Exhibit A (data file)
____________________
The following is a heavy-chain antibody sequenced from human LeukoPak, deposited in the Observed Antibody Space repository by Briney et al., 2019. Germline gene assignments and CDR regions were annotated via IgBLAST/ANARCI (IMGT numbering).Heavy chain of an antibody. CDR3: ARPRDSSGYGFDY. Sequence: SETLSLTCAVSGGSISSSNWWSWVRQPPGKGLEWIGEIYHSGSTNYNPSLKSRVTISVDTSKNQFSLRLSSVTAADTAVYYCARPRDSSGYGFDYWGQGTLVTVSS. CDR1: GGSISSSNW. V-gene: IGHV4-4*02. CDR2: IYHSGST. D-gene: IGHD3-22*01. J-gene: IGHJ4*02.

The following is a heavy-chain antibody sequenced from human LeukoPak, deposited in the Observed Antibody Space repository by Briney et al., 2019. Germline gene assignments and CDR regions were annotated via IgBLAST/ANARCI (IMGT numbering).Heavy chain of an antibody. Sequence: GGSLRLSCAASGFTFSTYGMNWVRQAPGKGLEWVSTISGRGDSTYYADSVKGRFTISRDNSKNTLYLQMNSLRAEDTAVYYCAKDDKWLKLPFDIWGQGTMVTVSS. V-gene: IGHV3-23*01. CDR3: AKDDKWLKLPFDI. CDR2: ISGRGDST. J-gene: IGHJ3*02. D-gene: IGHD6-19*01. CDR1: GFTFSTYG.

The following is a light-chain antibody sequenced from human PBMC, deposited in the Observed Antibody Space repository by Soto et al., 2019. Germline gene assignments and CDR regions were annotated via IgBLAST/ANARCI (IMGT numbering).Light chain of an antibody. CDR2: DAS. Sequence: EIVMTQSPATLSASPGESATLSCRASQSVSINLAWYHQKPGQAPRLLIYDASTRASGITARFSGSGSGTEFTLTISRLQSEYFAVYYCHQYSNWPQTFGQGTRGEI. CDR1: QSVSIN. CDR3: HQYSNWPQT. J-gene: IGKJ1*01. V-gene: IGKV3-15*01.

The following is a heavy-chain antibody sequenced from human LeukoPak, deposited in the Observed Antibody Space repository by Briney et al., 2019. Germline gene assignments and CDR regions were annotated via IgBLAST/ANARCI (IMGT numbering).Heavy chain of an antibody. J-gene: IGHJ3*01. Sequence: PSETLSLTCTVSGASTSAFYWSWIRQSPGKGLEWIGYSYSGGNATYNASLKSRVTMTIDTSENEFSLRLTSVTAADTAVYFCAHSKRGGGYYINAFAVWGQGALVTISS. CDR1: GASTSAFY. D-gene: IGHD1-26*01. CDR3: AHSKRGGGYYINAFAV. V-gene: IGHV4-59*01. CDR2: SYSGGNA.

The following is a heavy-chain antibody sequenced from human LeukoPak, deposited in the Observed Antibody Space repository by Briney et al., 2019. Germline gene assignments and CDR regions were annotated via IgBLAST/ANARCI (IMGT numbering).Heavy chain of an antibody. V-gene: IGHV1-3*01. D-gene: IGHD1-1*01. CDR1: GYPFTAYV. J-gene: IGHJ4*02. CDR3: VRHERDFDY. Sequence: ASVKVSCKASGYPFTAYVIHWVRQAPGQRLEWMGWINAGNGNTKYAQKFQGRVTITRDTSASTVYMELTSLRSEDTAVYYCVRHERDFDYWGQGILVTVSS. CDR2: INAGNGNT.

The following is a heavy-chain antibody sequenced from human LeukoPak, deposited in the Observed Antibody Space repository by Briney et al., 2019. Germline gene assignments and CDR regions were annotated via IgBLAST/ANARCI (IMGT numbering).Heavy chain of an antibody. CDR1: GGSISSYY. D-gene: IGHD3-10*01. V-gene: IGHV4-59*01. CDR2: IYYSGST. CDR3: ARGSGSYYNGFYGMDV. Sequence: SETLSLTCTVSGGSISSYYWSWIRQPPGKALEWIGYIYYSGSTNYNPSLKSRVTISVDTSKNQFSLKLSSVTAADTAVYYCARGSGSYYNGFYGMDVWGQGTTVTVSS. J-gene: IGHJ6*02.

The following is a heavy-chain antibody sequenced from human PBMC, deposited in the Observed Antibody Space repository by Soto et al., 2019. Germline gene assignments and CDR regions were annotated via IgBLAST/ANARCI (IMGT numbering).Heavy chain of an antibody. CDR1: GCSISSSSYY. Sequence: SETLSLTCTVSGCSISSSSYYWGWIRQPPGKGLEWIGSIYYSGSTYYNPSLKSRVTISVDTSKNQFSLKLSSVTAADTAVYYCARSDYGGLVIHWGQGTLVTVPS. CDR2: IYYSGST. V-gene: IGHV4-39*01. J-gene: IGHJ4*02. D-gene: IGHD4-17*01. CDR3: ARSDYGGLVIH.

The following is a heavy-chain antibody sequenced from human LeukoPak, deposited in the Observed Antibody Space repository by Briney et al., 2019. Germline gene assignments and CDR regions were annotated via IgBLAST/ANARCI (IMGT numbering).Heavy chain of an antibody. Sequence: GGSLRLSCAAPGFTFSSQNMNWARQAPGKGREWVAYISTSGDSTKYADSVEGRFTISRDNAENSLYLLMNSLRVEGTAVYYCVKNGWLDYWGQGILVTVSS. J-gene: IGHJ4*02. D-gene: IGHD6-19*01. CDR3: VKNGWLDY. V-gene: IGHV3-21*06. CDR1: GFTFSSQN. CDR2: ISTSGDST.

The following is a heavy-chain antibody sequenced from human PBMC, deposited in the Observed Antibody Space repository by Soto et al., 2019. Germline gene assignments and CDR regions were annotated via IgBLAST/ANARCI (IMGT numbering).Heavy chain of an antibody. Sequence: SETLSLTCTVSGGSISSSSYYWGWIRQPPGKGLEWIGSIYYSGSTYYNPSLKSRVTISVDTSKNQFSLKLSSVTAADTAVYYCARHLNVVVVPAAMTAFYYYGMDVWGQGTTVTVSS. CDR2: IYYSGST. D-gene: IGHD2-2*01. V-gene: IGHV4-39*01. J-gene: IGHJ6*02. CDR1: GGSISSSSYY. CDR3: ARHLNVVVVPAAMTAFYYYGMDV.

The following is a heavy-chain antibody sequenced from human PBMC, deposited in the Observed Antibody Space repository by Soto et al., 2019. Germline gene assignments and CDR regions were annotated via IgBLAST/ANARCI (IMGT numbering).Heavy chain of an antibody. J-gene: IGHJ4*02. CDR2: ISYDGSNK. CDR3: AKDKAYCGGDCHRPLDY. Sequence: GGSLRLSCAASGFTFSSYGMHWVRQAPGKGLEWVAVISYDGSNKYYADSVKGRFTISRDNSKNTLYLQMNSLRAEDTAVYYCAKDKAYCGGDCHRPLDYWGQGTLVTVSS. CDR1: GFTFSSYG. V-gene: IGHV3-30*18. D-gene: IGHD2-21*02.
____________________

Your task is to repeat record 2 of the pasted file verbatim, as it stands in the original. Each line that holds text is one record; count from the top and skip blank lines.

The following is a heavy-chain antibody sequenced from human LeukoPak, deposited in the Observed Antibody Space repository by Briney et al., 2019. Germline gene assignments and CDR regions were annotated via IgBLAST/ANARCI (IMGT numbering).Heavy chain of an antibody. Sequence: GGSLRLSCAASGFTFSTYGMNWVRQAPGKGLEWVSTISGRGDSTYYADSVKGRFTISRDNSKNTLYLQMNSLRAEDTAVYYCAKDDKWLKLPFDIWGQGTMVTVSS. V-gene: IGHV3-23*01. CDR3: AKDDKWLKLPFDI. CDR2: ISGRGDST. J-gene: IGHJ3*02. D-gene: IGHD6-19*01. CDR1: GFTFSTYG.